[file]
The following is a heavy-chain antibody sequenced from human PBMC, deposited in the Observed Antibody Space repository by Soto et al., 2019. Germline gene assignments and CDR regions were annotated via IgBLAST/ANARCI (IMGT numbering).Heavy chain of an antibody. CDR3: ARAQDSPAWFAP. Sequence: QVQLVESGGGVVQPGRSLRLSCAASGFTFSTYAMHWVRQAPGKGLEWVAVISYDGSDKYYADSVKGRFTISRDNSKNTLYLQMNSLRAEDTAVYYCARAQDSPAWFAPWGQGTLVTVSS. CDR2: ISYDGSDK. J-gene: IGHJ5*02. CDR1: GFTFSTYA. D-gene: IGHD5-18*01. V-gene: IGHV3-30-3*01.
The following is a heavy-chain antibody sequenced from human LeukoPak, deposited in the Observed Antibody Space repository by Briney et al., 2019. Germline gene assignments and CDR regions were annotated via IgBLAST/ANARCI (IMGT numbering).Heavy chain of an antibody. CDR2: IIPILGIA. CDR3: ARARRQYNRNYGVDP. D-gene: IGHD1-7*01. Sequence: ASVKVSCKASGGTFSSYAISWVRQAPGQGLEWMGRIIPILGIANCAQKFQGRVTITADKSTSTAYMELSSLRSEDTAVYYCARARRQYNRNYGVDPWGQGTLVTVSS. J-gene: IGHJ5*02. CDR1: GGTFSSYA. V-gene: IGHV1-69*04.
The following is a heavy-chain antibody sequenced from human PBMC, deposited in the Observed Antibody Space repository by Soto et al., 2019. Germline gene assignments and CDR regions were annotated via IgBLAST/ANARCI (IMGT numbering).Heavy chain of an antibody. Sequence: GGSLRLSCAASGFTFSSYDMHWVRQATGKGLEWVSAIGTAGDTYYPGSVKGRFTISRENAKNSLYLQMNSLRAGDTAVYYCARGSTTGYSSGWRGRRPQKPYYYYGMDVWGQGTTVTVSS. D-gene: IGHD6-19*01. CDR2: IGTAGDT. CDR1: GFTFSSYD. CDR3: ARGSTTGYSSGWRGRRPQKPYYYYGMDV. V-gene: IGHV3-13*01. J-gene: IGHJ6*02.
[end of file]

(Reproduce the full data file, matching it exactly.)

The following is a heavy-chain antibody sequenced from human PBMC, deposited in the Observed Antibody Space repository by Soto et al., 2019. Germline gene assignments and CDR regions were annotated via IgBLAST/ANARCI (IMGT numbering).Heavy chain of an antibody. CDR3: ARAQDSPAWFAP. Sequence: QVQLVESGGGVVQPGRSLRLSCAASGFTFSTYAMHWVRQAPGKGLEWVAVISYDGSDKYYADSVKGRFTISRDNSKNTLYLQMNSLRAEDTAVYYCARAQDSPAWFAPWGQGTLVTVSS. CDR2: ISYDGSDK. J-gene: IGHJ5*02. CDR1: GFTFSTYA. D-gene: IGHD5-18*01. V-gene: IGHV3-30-3*01.
The following is a heavy-chain antibody sequenced from human LeukoPak, deposited in the Observed Antibody Space repository by Briney et al., 2019. Germline gene assignments and CDR regions were annotated via IgBLAST/ANARCI (IMGT numbering).Heavy chain of an antibody. CDR2: IIPILGIA. CDR3: ARARRQYNRNYGVDP. D-gene: IGHD1-7*01. Sequence: ASVKVSCKASGGTFSSYAISWVRQAPGQGLEWMGRIIPILGIANCAQKFQGRVTITADKSTSTAYMELSSLRSEDTAVYYCARARRQYNRNYGVDPWGQGTLVTVSS. J-gene: IGHJ5*02. CDR1: GGTFSSYA. V-gene: IGHV1-69*04.
The following is a heavy-chain antibody sequenced from human PBMC, deposited in the Observed Antibody Space repository by Soto et al., 2019. Germline gene assignments and CDR regions were annotated via IgBLAST/ANARCI (IMGT numbering).Heavy chain of an antibody. Sequence: GGSLRLSCAASGFTFSSYDMHWVRQATGKGLEWVSAIGTAGDTYYPGSVKGRFTISRENAKNSLYLQMNSLRAGDTAVYYCARGSTTGYSSGWRGRRPQKPYYYYGMDVWGQGTTVTVSS. D-gene: IGHD6-19*01. CDR2: IGTAGDT. CDR1: GFTFSSYD. CDR3: ARGSTTGYSSGWRGRRPQKPYYYYGMDV. V-gene: IGHV3-13*01. J-gene: IGHJ6*02.